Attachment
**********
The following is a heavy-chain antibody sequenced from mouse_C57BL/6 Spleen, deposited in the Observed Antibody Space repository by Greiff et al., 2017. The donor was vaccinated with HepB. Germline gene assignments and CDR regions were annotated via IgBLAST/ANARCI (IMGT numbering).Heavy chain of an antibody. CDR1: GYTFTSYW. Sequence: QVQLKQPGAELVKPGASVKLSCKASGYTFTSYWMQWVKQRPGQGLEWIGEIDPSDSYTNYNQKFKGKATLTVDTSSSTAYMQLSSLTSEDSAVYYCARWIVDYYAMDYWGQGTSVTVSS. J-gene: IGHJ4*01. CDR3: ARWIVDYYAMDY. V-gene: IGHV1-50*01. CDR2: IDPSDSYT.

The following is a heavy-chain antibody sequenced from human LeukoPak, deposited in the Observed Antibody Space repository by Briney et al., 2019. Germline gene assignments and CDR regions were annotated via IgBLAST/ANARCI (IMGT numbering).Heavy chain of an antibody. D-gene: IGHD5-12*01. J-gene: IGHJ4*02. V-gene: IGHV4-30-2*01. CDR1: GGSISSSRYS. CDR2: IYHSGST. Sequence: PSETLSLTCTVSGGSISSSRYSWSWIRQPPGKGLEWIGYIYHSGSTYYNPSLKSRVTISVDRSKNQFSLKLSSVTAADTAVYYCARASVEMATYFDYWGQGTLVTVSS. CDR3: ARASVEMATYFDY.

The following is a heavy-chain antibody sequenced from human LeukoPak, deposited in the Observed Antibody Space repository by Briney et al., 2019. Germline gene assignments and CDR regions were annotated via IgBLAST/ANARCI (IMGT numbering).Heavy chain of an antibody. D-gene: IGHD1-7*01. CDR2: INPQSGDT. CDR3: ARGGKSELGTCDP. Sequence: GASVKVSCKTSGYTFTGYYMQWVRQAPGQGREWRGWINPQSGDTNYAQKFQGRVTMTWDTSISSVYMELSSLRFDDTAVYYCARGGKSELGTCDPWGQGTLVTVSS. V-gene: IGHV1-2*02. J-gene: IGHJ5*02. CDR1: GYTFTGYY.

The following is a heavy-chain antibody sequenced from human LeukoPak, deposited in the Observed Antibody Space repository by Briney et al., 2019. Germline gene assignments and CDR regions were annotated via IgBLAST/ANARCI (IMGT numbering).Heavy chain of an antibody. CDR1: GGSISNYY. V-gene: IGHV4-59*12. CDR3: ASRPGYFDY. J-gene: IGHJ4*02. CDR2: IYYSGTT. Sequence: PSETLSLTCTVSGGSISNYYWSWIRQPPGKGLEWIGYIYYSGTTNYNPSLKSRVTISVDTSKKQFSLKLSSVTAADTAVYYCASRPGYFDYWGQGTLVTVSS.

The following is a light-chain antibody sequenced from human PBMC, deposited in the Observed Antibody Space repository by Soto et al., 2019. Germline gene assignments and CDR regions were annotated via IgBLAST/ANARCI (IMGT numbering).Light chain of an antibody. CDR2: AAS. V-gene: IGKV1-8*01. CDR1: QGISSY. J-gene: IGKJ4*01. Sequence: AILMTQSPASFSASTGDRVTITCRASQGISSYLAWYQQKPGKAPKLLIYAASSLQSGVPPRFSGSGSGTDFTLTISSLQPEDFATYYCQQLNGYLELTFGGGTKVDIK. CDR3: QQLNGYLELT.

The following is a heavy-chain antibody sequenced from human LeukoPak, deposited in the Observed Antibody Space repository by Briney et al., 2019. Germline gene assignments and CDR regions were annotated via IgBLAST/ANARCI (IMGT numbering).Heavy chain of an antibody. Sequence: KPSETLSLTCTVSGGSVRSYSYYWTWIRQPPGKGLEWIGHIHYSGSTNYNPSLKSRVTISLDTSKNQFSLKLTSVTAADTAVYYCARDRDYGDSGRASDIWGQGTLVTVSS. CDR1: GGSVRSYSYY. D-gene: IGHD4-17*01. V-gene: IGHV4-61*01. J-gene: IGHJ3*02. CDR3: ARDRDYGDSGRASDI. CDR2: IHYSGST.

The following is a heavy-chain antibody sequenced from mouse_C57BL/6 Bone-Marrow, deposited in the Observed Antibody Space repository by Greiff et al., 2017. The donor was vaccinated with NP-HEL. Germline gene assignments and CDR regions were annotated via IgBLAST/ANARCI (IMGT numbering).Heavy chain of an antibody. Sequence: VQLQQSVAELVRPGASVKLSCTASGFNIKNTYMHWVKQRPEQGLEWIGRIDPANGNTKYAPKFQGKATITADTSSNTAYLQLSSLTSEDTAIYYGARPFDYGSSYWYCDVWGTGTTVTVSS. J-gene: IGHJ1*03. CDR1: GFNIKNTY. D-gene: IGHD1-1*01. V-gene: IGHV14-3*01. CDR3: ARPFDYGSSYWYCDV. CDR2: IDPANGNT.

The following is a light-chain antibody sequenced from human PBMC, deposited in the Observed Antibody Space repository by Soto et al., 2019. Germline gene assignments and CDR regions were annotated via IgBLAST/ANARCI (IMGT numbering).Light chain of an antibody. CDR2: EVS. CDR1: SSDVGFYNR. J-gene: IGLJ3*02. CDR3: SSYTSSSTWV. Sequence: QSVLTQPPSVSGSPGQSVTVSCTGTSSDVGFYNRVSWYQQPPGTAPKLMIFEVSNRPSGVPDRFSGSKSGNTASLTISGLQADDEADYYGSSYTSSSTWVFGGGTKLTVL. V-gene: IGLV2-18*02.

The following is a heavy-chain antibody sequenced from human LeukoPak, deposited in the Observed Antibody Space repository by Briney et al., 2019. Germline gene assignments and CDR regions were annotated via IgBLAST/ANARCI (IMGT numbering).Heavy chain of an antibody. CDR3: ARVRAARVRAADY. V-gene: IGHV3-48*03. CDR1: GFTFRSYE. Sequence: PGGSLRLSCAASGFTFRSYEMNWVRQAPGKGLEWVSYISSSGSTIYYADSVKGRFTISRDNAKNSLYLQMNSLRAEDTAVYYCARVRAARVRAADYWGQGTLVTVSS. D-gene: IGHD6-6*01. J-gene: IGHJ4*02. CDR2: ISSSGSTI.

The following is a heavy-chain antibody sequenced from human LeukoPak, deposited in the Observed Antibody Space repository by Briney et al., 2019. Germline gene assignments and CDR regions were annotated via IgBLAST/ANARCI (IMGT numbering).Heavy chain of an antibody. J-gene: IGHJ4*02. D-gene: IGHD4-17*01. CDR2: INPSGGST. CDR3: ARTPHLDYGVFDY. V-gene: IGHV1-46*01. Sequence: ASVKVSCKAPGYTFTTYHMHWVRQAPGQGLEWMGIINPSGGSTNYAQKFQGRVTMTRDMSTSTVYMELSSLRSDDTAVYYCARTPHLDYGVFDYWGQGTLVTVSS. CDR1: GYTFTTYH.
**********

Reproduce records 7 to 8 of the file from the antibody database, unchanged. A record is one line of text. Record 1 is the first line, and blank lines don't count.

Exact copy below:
The following is a heavy-chain antibody sequenced from mouse_C57BL/6 Bone-Marrow, deposited in the Observed Antibody Space repository by Greiff et al., 2017. The donor was vaccinated with NP-HEL. Germline gene assignments and CDR regions were annotated via IgBLAST/ANARCI (IMGT numbering).Heavy chain of an antibody. Sequence: VQLQQSVAELVRPGASVKLSCTASGFNIKNTYMHWVKQRPEQGLEWIGRIDPANGNTKYAPKFQGKATITADTSSNTAYLQLSSLTSEDTAIYYGARPFDYGSSYWYCDVWGTGTTVTVSS. J-gene: IGHJ1*03. CDR1: GFNIKNTY. D-gene: IGHD1-1*01. V-gene: IGHV14-3*01. CDR3: ARPFDYGSSYWYCDV. CDR2: IDPANGNT.

The following is a light-chain antibody sequenced from human PBMC, deposited in the Observed Antibody Space repository by Soto et al., 2019. Germline gene assignments and CDR regions were annotated via IgBLAST/ANARCI (IMGT numbering).Light chain of an antibody. CDR2: EVS. CDR1: SSDVGFYNR. J-gene: IGLJ3*02. CDR3: SSYTSSSTWV. Sequence: QSVLTQPPSVSGSPGQSVTVSCTGTSSDVGFYNRVSWYQQPPGTAPKLMIFEVSNRPSGVPDRFSGSKSGNTASLTISGLQADDEADYYGSSYTSSSTWVFGGGTKLTVL. V-gene: IGLV2-18*02.